In fact, it’s inevitable that many workplaces will contain hazardous materials. Thus, whether this is due to the nature of streamlining production processes or just because it’s more cost effective. In short, hazardous materials are a big part of our life.
What is more, often employees will consider it a little over the top to start labeling cleaning products and the like. Consequently, it is quite a well-known fact that if you can smell something it’s affecting you. For example, dish washing liquid may smell nice while you’re doing the dishes, but it is having an impact on your senses even though ever so slight.
Furthermore, one of the big concerns relating to labeling. Indeed, is that many hazardous materials often look like cordial or something that would be quite nice to drink. Subsequently, kids are therefore often vulnerable to the hazards of chemicals no matter how slight the consequences of drinking them.
Next, hazardous materials and emergencies.
Additionally, the above summary may have been mostly about some pretty non-hazardous materials but in the workplace, we can deal with some pretty nasty chemicals. History has shown, within the firefighting community, that hazardous material incidents (emergencies) do occur and sadly at quite a high rate.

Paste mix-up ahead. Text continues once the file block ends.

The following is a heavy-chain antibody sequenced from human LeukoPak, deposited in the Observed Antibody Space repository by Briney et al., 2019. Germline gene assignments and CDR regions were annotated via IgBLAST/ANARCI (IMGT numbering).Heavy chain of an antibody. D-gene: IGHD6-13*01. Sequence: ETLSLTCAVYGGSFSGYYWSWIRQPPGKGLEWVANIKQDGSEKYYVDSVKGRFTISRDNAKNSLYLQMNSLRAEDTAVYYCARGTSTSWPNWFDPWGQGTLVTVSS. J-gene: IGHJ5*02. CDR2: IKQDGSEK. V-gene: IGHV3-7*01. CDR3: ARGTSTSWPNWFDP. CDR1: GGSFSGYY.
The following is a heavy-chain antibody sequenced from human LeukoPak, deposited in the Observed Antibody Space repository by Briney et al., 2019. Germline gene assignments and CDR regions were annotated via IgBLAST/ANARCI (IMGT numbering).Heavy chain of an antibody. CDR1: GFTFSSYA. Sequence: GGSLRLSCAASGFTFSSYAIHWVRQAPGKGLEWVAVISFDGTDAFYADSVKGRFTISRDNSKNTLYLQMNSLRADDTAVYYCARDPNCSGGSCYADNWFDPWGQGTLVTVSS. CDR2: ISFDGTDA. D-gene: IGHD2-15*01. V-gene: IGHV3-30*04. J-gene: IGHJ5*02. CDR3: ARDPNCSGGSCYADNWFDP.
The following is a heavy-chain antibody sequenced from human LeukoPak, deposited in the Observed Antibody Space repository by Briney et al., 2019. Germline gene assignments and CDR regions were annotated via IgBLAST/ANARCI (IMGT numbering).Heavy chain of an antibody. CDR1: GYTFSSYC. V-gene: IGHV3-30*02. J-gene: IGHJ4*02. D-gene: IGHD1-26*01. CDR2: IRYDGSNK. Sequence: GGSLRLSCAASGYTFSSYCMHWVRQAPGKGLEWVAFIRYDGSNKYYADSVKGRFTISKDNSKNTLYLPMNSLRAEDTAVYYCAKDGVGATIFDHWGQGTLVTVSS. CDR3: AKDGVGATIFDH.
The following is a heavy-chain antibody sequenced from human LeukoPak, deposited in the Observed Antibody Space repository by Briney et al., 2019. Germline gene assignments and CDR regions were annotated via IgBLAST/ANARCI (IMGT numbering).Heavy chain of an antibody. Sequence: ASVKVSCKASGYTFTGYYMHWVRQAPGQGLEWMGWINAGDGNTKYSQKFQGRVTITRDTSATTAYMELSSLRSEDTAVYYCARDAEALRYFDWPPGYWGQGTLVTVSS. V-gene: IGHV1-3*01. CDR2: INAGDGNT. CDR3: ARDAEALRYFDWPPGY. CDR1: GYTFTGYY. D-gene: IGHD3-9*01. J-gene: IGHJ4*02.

Not every organisation who manages these materials does the right thing. Thus, recently in Melbourne Australia, a factory storing hazardous materials caught alight and caused untold destruction. Thank goodness, no one was killed. As a final point, the media reported that the quantities of hazardous materials were (pre-fire) said to be well above the legal limit.
Recognising a hazardous materials incident
Moreover, hazardous materials are broadly defined as chemicals that can adversely affect life, property and the environment. However, if you work in or are exposed to chemicals as part of your employment. It’s advisable to have quite a good knowledge of what you are dealing with. Above all, including a good knowledge of procedures for safe handling.
Actually, one of the benefits of this understanding is that this knowledge empowers individuals to recognise that an incident has the potential to become an emergency or has the possibility of turning into an emergency.
Therefore, pre-planning is a large part of preparing for and recognition of hazardous materials incidents. Plans should contain how to gather specialist advice or at least how to obtain this advice either onsite or offsite.